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In recent years, deep neural networks have led to tremendous progress in many areas of computer vision and computer graphics, including character animation, scene understanding, video synthesis, and virtual avatars. At the same time, it has become apparent that generic architectures (e.g., VGG, GoogLeNet, ResNet) are not the ideal solution to many complex synthesis tasks, because they do not account for the intrinsic structure of the problem domain. As a consequence, they ignore physical realities, lack interpretability, complicate interactive manipulation, and are prone to overfitting. Probabilistic graphical models (Bayesian networks, Markov random fields), on the other hand, have a long history in machine learning and provide principled frameworks for such structured data. With the rise of auto-differentiation and dynamic computation graphs, it is thus natural to use their factored representations as a means of enforcing structure and injecting domain knowledge in deep neural networks. In this talk, we cover a series of structured tasks in vision and graphics and show how they can be approached with architectures that unify the benefits of deep neural networks, probabilistic graphical models, and explicit integration of domain knowledge. We begin with a discussion of a principled encoder-decoder architecture that formulates vision and graphics in a common framework. In such a framework, the description of the intrinsic representations and the structure of the processes operating on these representations have important repercussions on the bias and variance of the resulting model. We explore this spectrum from fully non-parametric formulations and vastly overspecified black-box processes to coarse approximations and exact, physics-based operations in a number of different architectural elements, including priors, latent spaces, decoders, and output spaces. We accompany these statistical principles with applications to various topics in the visual domain, such as scene analysis, animation, and video synthesis in 2D and 3D.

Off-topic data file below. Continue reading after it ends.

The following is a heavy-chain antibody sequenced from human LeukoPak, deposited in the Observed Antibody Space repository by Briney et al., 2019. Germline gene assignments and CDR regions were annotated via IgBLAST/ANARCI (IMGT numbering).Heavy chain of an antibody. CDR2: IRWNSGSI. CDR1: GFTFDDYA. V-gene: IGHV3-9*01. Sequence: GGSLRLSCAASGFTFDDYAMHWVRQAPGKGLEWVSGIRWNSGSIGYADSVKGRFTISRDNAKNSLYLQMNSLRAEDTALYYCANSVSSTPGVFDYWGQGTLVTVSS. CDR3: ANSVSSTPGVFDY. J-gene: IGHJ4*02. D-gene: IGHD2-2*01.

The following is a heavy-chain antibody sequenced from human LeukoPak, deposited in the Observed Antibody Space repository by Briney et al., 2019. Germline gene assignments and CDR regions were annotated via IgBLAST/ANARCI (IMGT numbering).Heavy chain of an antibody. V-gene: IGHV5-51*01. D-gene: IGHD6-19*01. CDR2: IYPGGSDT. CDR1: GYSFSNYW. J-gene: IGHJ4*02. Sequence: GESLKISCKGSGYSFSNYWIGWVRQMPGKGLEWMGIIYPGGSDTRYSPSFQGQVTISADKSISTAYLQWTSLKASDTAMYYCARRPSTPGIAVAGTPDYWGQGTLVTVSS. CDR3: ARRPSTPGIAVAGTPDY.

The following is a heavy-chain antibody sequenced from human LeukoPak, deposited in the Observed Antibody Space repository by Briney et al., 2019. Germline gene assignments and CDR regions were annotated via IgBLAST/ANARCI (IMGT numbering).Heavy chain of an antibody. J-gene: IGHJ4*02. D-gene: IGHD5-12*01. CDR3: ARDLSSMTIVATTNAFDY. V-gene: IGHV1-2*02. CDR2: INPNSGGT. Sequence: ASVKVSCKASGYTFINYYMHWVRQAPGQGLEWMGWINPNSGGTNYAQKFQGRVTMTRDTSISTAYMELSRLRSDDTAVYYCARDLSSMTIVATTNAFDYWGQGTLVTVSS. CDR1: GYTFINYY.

Andreas Lehrmann is a postdoctoral research scientist with Facebook AI Research working at the intersection of machine learning, computer vision, and computer graphics. His research focuses on the development of deep generative models for structured data and approximate methods for the associated inference tasks. He is also interested in semantic latent representations and efficient encodings of contextual information in space and time using graphical models. Fields of application in computer vision and computer graphics include scene understanding, inverse rendering, and human pose estimation. Before joining Facebook in 2018, Andreas was a postdoctoral research associate at Disney Research and a Microsoft Research Ph.D. scholar at ETH Zurich (Switzerland) and the Max-Planck-Institute for Intelligent Systems (Germany). Prior to that, he obtained a Master’s in bioinformatics from the University of Tuebingen (Germany).